Well, at least you can look forward to some more scenes like this out at the local bars, Denver:
(Edgar Renteria: When your team just doesn’t care enough to find a better shortstop)
I knew, of course, that Tim Lincecum and Matt Cain would always give their team a chance to win. But I hadn’t counted on the sudden rejuvenation of Barry Zito. Since a meltdown against the Padres on July 18th that made me wonder if they’d find a way to get rid of him altogether, he’s posted a 1.92 ERA in his last nine starts. Throw in Jonathan Sanchez, whose ERA has been right around 3.00 since the beginning of July, and you’ve got the best starting pitching in baseball right now. Just think if they could hit!
Now, the Giants have to find a way to stay close over the next 10 days. The Rockies start a 10-game homestand on Tuesday and host the Mets, Diamondbacks, and Reds. San Francisco, on the other hand, travels to Philadelphia and Milwaukee before returning home to play the Padres.
(Yes, that is Zito not only tipping his cap, but also receiving applause)
Four decades later, it’s ironic that the building that was the bête noire of architectural preservationists has become the defining symbol of basketball preservationists — a receptacle for the sort of sentimentalism that fueled the opposition to its creation.
• 124th-ranked Heath Slocum drained a 20-footer to beat Tiger Woods, Padraig Harrington, and Ernie Els by a shot at the Barclays tournament in Jersey. Tiger missed a six-footer on the 18th that would’ve tied it. The real winner of the day, though, was former MLB hurler Heathcliff Slocumb, who I briefly thought about for the first time in 10 years.
(Think the Red Sox regret trading him for Varitek and Lowe?)
Since the NFL — indeed, the world — is not yet ready for Michael Vick and Maurice Clarett trying to catch on with a team at the same time, the latter is going to stay in prison. For now. Clarett, the former Ohio State running back who led the Buckeyes to a national championship in 2003, has withdrawn a request for early release from prison that would have allowed him, he said, to pursue an NFL career.
For someone who hasn’t played a meaningful down of football since his freshman year in college, Clarett has spent an alarming amount of time in the public consciousness. He’s hung out with Los Angeles rap stars, been drafted in the NFL, been involved with drug running and the Israeli mob, and was even the subject of a case ultimately decided by U.S. Court of Appeals judge Sonia Sotomayor. Even though he’s only 25, he’s seemingly been everywhere and lived two lifetimes — sort of an evil Forrest Gump.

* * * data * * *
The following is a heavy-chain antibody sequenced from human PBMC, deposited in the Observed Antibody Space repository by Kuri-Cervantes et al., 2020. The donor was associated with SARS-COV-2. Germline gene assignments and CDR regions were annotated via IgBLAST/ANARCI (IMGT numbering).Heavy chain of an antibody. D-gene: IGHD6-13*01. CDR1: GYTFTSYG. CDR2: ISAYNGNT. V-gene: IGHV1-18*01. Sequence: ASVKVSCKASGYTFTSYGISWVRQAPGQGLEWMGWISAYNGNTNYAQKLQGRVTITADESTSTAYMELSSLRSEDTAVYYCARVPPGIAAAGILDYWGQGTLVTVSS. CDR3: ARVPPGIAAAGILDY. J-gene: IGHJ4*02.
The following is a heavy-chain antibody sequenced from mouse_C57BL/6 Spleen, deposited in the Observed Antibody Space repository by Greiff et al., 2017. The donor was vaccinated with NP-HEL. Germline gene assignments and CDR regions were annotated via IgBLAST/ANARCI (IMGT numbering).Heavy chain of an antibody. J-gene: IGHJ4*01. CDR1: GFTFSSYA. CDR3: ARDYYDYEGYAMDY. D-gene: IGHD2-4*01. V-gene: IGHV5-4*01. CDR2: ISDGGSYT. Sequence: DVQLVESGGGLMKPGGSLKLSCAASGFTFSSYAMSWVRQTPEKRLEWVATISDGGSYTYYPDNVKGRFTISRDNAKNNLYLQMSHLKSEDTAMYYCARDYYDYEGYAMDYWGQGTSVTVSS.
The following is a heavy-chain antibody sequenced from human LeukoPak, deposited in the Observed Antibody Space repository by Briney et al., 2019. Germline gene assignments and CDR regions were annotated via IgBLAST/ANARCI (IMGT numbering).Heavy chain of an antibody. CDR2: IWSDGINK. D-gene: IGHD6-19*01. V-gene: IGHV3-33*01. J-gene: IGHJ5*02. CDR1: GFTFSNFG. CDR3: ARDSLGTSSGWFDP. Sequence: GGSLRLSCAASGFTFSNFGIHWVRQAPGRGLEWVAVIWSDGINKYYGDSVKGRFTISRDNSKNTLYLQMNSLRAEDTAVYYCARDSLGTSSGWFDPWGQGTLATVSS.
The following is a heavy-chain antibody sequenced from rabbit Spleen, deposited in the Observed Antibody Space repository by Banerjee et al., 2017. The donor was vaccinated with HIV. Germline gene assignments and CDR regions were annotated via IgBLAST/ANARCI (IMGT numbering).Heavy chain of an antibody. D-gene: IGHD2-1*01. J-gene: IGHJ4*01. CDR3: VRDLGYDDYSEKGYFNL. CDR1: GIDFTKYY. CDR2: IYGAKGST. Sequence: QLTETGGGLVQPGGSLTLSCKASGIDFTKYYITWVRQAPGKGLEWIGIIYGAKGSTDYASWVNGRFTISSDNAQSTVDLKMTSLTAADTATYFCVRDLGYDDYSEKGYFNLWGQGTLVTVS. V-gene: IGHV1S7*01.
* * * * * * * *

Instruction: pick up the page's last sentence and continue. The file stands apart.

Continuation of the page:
Although he’s now locked up, we have not forgotten about Maurice Clarett. One reason is that he’s blogging from lockup — or at least we’re led to believe that he is. Clarett isn’t allowed Internet access in prison, but he phones in his writings to a relative, who then posts them on a blog entitled The Mind of Maurice Clarett; a sort of orange jumpsuit poetry jam in which he dwells on his feelings more than the day-to-day details of life behind bars (which has led some to believe that he’s not even the one writing it). There’s no entry so far on his decision to withdraw his request for a pardon by Gov. Ted Strickland.
Franklin County Prosecutor Ron O’Brien opposed Clarett’s request for pardon, saying his conduct off the playing field did not warrant special consideration.
“My observation was then and is now he had no chance of obtaining clemency under the statute or by action of the governor so it’s probably wise” that he withdrew the request, O’Brien said.
Clarett hasn’t played football since 2005, when he was drafted by the Denver Broncos in the third round — a surprise move after an unimpressive NFL combine performance in which he was dubbed “Slo Mo” by the media.